The fall season opens at Bardo Arts Center (BAC) at 7:30 p.m. on Thursday and Friday, October 14 and 15, with Seeing Sound: A Musical Journey of Water and Light. This immersive multimedia production explores what it might be like to visualize sound. Each note played by the musicians on stage creates its own color registered by an LED that first shines into water, allowing the rippling reflections of color to project into the space. This original production is a collaboration among members of the Eastern Band of Cherokee Indians, WCU School of Stage and Screen, artists from the WCU School of Art and Design and musicians and composers from the WCU School of Music.
The music—which will include a variety of genres from jazz to opera—will be translated into colors determined by Alexander Scriabin, a synesthetic composer from the early 20th century. Synesthesia is a condition in which a person experiences stimulation with multiple senses rather than one—for example, both seeing and hearing music, rather than just hearing it. Sound engineer Zay Jarrett will process the music into a signal that will be sent to the lighting board, where professor Leo Lei creates the colored light that corresponds to the sound.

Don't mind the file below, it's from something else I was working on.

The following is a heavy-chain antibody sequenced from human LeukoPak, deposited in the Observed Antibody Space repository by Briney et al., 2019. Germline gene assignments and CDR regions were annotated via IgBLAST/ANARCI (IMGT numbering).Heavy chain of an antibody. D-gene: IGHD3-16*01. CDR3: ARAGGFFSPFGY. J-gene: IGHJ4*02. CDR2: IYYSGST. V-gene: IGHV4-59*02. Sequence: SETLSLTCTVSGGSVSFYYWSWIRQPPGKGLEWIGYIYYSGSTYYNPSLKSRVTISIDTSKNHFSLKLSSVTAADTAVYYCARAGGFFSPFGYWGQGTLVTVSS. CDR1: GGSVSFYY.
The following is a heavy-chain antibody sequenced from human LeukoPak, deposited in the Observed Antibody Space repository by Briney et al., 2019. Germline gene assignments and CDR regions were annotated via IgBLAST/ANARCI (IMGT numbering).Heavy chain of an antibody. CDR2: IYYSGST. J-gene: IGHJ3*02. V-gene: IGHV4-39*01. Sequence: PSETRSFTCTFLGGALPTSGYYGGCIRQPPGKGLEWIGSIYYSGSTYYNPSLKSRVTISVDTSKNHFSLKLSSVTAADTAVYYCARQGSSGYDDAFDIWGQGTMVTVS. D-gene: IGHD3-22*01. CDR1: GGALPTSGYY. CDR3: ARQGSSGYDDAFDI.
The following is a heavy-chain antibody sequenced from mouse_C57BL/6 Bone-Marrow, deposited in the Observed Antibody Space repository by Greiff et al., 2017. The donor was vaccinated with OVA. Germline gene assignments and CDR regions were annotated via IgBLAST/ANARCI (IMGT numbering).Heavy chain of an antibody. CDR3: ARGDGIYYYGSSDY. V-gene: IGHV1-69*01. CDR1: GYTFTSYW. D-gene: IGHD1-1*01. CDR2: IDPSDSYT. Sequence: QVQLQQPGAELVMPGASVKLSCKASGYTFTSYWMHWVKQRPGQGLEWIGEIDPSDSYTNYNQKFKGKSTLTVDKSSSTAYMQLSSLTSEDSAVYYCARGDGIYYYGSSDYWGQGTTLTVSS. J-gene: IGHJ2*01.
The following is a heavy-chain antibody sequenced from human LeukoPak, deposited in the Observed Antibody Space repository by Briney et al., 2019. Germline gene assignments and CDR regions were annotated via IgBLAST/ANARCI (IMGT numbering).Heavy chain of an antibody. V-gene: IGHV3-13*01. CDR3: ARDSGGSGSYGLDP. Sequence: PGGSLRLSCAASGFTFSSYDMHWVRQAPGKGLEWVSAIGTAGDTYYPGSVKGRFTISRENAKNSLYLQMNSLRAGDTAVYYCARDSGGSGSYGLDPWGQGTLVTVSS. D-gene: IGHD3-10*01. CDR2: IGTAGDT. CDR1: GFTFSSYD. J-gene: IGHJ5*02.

Seeing Sound is the brainchild of Scott Ashley, production manager and technical director for BAC. “I am no more synesthetic than most people are, but after you get a chance to see the music for the first time it feels as though it makes sense at a level that has been there all along,” he says. “The thing that I did understand was that light, sound and water all express themselves through wave patterns, so I set out to see if there was a way to translate the wave patterns of sound into those of water and light. Even at our early stages the results of seeing the character and personality of music are beautiful and deeply satisfying.”
Find tickets and further information at arts.wcu.edu/SeeingSound. Masks are mandatory at all Western Carolina University in-person events, including those at Bardo Arts Center.